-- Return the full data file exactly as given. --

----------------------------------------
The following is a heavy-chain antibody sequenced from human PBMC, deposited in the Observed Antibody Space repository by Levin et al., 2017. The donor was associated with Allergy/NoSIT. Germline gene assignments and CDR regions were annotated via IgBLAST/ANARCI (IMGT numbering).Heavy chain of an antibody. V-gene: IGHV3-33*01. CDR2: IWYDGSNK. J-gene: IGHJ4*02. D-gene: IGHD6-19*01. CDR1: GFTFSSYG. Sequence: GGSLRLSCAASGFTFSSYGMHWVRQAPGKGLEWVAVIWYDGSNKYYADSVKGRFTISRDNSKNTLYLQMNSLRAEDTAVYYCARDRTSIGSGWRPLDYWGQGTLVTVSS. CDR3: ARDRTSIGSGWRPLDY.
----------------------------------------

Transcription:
The following is a heavy-chain antibody sequenced from human PBMC, deposited in the Observed Antibody Space repository by Levin et al., 2017. The donor was associated with Allergy/NoSIT. Germline gene assignments and CDR regions were annotated via IgBLAST/ANARCI (IMGT numbering).Heavy chain of an antibody. V-gene: IGHV3-33*01. CDR2: IWYDGSNK. J-gene: IGHJ4*02. D-gene: IGHD6-19*01. CDR1: GFTFSSYG. Sequence: GGSLRLSCAASGFTFSSYGMHWVRQAPGKGLEWVAVIWYDGSNKYYADSVKGRFTISRDNSKNTLYLQMNSLRAEDTAVYYCARDRTSIGSGWRPLDYWGQGTLVTVSS. CDR3: ARDRTSIGSGWRPLDY.